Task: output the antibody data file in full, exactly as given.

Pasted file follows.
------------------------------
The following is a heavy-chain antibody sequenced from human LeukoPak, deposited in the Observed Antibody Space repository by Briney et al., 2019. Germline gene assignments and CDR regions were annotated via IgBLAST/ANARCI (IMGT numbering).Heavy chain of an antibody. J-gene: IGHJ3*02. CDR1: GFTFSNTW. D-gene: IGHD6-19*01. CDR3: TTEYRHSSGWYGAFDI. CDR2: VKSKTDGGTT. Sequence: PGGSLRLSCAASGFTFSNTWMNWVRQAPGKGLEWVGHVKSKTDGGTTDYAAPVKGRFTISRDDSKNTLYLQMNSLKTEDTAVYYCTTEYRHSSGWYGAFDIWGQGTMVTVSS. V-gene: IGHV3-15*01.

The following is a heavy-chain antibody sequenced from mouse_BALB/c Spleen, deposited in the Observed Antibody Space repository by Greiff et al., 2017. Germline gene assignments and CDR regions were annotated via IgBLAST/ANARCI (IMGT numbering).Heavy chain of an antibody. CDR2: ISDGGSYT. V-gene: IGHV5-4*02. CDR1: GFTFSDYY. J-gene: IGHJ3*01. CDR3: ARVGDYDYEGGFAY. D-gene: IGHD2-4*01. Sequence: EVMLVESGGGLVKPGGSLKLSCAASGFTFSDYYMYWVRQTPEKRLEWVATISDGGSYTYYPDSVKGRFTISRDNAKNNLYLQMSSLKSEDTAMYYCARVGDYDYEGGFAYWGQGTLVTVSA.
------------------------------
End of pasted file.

The following is a heavy-chain antibody sequenced from human LeukoPak, deposited in the Observed Antibody Space repository by Briney et al., 2019. Germline gene assignments and CDR regions were annotated via IgBLAST/ANARCI (IMGT numbering).Heavy chain of an antibody. J-gene: IGHJ3*02. CDR1: GFTFSNTW. D-gene: IGHD6-19*01. CDR3: TTEYRHSSGWYGAFDI. CDR2: VKSKTDGGTT. Sequence: PGGSLRLSCAASGFTFSNTWMNWVRQAPGKGLEWVGHVKSKTDGGTTDYAAPVKGRFTISRDDSKNTLYLQMNSLKTEDTAVYYCTTEYRHSSGWYGAFDIWGQGTMVTVSS. V-gene: IGHV3-15*01.

The following is a heavy-chain antibody sequenced from mouse_BALB/c Spleen, deposited in the Observed Antibody Space repository by Greiff et al., 2017. Germline gene assignments and CDR regions were annotated via IgBLAST/ANARCI (IMGT numbering).Heavy chain of an antibody. CDR2: ISDGGSYT. V-gene: IGHV5-4*02. CDR1: GFTFSDYY. J-gene: IGHJ3*01. CDR3: ARVGDYDYEGGFAY. D-gene: IGHD2-4*01. Sequence: EVMLVESGGGLVKPGGSLKLSCAASGFTFSDYYMYWVRQTPEKRLEWVATISDGGSYTYYPDSVKGRFTISRDNAKNNLYLQMSSLKSEDTAMYYCARVGDYDYEGGFAYWGQGTLVTVSA.